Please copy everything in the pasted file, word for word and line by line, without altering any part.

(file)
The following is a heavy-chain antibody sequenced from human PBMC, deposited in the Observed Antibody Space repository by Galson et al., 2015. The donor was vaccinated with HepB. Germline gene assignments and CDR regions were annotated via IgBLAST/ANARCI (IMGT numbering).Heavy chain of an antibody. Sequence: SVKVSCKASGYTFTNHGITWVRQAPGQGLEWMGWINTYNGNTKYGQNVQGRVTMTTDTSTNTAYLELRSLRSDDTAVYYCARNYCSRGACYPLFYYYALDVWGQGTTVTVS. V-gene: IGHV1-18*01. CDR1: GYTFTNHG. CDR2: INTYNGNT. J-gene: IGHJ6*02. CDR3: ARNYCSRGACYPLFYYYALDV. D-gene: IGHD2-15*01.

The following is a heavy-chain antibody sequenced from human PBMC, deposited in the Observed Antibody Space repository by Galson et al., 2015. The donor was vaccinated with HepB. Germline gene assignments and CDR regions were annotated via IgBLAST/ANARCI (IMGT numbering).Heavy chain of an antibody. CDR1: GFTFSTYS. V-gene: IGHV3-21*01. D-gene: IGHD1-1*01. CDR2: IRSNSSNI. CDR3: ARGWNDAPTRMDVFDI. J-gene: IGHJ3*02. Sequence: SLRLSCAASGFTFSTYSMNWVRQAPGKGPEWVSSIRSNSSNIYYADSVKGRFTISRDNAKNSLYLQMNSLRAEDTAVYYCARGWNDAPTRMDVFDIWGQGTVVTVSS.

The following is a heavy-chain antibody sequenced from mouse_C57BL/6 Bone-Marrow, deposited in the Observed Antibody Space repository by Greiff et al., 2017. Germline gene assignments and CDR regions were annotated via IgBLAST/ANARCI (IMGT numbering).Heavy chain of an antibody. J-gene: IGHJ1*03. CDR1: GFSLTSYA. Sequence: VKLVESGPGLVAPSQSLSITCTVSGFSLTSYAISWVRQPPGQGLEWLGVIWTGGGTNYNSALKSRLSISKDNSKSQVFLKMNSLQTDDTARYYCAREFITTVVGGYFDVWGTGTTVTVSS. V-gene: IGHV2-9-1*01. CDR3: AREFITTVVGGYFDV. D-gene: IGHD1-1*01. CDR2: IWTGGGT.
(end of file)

The following is a heavy-chain antibody sequenced from human PBMC, deposited in the Observed Antibody Space repository by Galson et al., 2015. The donor was vaccinated with HepB. Germline gene assignments and CDR regions were annotated via IgBLAST/ANARCI (IMGT numbering).Heavy chain of an antibody. Sequence: SVKVSCKASGYTFTNHGITWVRQAPGQGLEWMGWINTYNGNTKYGQNVQGRVTMTTDTSTNTAYLELRSLRSDDTAVYYCARNYCSRGACYPLFYYYALDVWGQGTTVTVS. V-gene: IGHV1-18*01. CDR1: GYTFTNHG. CDR2: INTYNGNT. J-gene: IGHJ6*02. CDR3: ARNYCSRGACYPLFYYYALDV. D-gene: IGHD2-15*01.

The following is a heavy-chain antibody sequenced from human PBMC, deposited in the Observed Antibody Space repository by Galson et al., 2015. The donor was vaccinated with HepB. Germline gene assignments and CDR regions were annotated via IgBLAST/ANARCI (IMGT numbering).Heavy chain of an antibody. CDR1: GFTFSTYS. V-gene: IGHV3-21*01. D-gene: IGHD1-1*01. CDR2: IRSNSSNI. CDR3: ARGWNDAPTRMDVFDI. J-gene: IGHJ3*02. Sequence: SLRLSCAASGFTFSTYSMNWVRQAPGKGPEWVSSIRSNSSNIYYADSVKGRFTISRDNAKNSLYLQMNSLRAEDTAVYYCARGWNDAPTRMDVFDIWGQGTVVTVSS.

The following is a heavy-chain antibody sequenced from mouse_C57BL/6 Bone-Marrow, deposited in the Observed Antibody Space repository by Greiff et al., 2017. Germline gene assignments and CDR regions were annotated via IgBLAST/ANARCI (IMGT numbering).Heavy chain of an antibody. J-gene: IGHJ1*03. CDR1: GFSLTSYA. Sequence: VKLVESGPGLVAPSQSLSITCTVSGFSLTSYAISWVRQPPGQGLEWLGVIWTGGGTNYNSALKSRLSISKDNSKSQVFLKMNSLQTDDTARYYCAREFITTVVGGYFDVWGTGTTVTVSS. V-gene: IGHV2-9-1*01. CDR3: AREFITTVVGGYFDV. D-gene: IGHD1-1*01. CDR2: IWTGGGT.